At number 910 Explanada avenue, blood runs down the pale walls. The black door of the headquarters that the Government of the State of Mexico has in Lomas de Chapultepec, one of the most affluent neighborhoods of the capital, is also stained. In red it reads amnesty, justice and freedom. With their own blood, dozens of women have written what they have been asking for for months: the release of their children, brothers or husbands who are “unjustly imprisoned”. They were victims of torture, fabrications of crimes or irregularities in their criminal proceedings, as has been accredited by the Human Rights Commission of the State of Mexico (CODHEM). Most of them are young, from very humble social backgrounds and with brown skin. “In the State of Mexico, youth, poverty and the indigenous are criminalized,” says lawyer Antonio Lara, from the Zeferino Ladrillero center. A report by this organization estimates that in the State of Mexico there are more than 19,000 people deprived of liberty who did not have the right to a fair and regular process.
In 2015, Antonio Candelaria was 22 years old, studying Systems Engineering at the University of London and taking theater classes. He also worked as a taxi driver to pay for his studies. Now, Antonio Candelaria is 27 years old and has spent six days in jail. He was arrested on April 20, 2015 at the Mundo E shopping center in Mexico City. “In the security video you can see how men and women without uniforms take it. We thought at first that it was a kidnapping, ”says his mother, Alicia Reyes.
After three days without news, Antonio called from the federal prison in Nayarit where he was arrested: they accused him of kidnapping, involvement in organized crime and extortion. Reyes’s voice cracks a bit when he recounts that in the 72 hours that they were looking for him in the streets and hospitals, his son had been shaved and threatened with a gun, drowned with a wet towel, had received electric shocks, had fainted and the blows had lifted him up again. The police wanted him to confess that he was part of a cartel, but he never signed the blank page. “They had to open an investigation folder for torture, but they did not follow up,” says Reyes. The federal judge in charge of the case declared himself incompetent and, three months later, Antonio was admitted to the Barrientos prison, in the State of Mexico. They only blamed him for the crime of extortion. In an oral trial, in which the family accuses that they did not have the adequate defense, they sentenced him to 43 years, which, after an amparo, became 40.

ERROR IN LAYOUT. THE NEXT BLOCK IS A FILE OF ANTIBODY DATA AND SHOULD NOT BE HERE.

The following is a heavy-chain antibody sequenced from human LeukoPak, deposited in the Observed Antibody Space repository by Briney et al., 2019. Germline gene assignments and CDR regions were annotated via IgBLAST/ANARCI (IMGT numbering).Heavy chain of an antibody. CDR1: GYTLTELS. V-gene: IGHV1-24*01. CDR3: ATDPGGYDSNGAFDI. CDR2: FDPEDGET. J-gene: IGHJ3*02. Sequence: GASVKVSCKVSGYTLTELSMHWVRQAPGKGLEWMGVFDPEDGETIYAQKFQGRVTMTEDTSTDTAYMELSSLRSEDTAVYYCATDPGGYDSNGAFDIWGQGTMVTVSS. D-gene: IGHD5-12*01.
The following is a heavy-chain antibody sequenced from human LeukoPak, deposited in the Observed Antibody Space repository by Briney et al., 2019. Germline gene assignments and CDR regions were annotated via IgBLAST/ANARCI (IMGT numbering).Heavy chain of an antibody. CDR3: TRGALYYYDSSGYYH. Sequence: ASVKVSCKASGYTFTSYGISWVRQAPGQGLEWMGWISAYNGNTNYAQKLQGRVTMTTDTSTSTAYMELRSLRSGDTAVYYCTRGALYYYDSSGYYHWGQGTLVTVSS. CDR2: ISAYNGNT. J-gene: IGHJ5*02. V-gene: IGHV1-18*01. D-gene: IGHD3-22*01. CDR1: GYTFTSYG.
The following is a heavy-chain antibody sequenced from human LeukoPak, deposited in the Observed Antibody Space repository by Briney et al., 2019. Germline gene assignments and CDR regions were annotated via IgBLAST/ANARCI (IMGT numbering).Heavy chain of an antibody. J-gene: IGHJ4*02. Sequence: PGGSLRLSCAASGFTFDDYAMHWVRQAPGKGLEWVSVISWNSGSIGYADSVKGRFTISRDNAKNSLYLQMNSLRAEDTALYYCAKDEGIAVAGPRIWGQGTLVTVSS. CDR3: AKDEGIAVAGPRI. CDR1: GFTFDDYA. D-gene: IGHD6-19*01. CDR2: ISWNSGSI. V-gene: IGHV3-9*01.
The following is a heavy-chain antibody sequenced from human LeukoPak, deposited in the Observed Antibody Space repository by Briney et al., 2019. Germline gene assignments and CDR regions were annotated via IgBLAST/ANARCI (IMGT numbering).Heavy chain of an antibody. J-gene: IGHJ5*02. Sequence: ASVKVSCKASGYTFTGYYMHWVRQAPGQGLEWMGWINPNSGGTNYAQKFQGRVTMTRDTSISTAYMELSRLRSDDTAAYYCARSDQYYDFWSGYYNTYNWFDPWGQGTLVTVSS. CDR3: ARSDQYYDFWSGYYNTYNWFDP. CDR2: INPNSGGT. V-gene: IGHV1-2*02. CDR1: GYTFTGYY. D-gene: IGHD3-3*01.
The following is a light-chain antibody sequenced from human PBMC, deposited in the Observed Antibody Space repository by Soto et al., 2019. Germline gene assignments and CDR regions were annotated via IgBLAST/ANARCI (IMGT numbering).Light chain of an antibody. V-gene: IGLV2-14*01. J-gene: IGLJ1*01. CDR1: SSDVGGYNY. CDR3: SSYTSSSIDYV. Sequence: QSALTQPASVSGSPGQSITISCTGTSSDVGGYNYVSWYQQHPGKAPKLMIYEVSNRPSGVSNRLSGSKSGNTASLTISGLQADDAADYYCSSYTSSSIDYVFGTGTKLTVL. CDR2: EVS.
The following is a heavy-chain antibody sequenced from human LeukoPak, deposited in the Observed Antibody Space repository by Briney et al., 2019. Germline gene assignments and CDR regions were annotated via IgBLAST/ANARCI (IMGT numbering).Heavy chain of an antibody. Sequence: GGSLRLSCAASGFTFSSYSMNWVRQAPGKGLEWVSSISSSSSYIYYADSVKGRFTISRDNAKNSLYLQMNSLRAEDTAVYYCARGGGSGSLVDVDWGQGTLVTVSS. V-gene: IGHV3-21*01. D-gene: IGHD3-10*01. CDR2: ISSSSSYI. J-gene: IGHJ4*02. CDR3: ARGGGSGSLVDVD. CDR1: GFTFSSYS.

The Amnesty Law has become the last hope of this and many families, who report cases riddled with errors. Under the umbrella of the federal initiative, in December of last year, the Congress of the State of Mexico approved regulations to grant amnesty to persons deprived of liberty who are in jail – with or without a sentence – for minor offenses. These can be crimes against health, theft in some forms, abortion, sedition or involuntary crimes, for example.
In addition, this amnesty law provides for those convicted of high-impact crimes, such as homicide or kidnapping, who were tortured or victims of irregularities in their process, as long as it is accredited by a public human rights body. Based on this opinion, a legislative commission issues its recommendation to the Judiciary on these special cases. The deputy of Morena Gerardo Ulloa, president of the commission, defined it as follows: “It cannot be denied that there was fabrication of crimes to impute poor people in criminal cases for crimes such as kidnapping and even homicides.”